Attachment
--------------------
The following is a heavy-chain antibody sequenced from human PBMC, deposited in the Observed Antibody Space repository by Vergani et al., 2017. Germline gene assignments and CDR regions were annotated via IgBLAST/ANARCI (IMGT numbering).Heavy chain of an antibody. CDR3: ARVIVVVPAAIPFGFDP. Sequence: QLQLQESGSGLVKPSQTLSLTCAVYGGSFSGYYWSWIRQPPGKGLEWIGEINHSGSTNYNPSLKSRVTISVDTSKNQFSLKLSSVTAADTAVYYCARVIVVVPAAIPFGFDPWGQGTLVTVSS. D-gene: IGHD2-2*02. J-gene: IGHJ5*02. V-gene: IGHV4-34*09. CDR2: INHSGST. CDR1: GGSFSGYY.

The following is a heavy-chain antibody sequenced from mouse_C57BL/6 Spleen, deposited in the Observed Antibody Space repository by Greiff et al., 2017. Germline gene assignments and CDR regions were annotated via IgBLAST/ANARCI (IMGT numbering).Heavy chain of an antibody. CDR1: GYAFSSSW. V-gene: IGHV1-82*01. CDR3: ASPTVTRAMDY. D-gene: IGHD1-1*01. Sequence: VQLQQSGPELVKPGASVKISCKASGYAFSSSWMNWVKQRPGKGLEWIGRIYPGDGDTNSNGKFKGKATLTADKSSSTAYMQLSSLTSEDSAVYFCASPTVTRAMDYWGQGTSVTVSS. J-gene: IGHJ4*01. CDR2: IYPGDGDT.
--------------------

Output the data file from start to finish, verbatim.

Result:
The following is a heavy-chain antibody sequenced from human PBMC, deposited in the Observed Antibody Space repository by Vergani et al., 2017. Germline gene assignments and CDR regions were annotated via IgBLAST/ANARCI (IMGT numbering).Heavy chain of an antibody. CDR3: ARVIVVVPAAIPFGFDP. Sequence: QLQLQESGSGLVKPSQTLSLTCAVYGGSFSGYYWSWIRQPPGKGLEWIGEINHSGSTNYNPSLKSRVTISVDTSKNQFSLKLSSVTAADTAVYYCARVIVVVPAAIPFGFDPWGQGTLVTVSS. D-gene: IGHD2-2*02. J-gene: IGHJ5*02. V-gene: IGHV4-34*09. CDR2: INHSGST. CDR1: GGSFSGYY.

The following is a heavy-chain antibody sequenced from mouse_C57BL/6 Spleen, deposited in the Observed Antibody Space repository by Greiff et al., 2017. Germline gene assignments and CDR regions were annotated via IgBLAST/ANARCI (IMGT numbering).Heavy chain of an antibody. CDR1: GYAFSSSW. V-gene: IGHV1-82*01. CDR3: ASPTVTRAMDY. D-gene: IGHD1-1*01. Sequence: VQLQQSGPELVKPGASVKISCKASGYAFSSSWMNWVKQRPGKGLEWIGRIYPGDGDTNSNGKFKGKATLTADKSSSTAYMQLSSLTSEDSAVYFCASPTVTRAMDYWGQGTSVTVSS. J-gene: IGHJ4*01. CDR2: IYPGDGDT.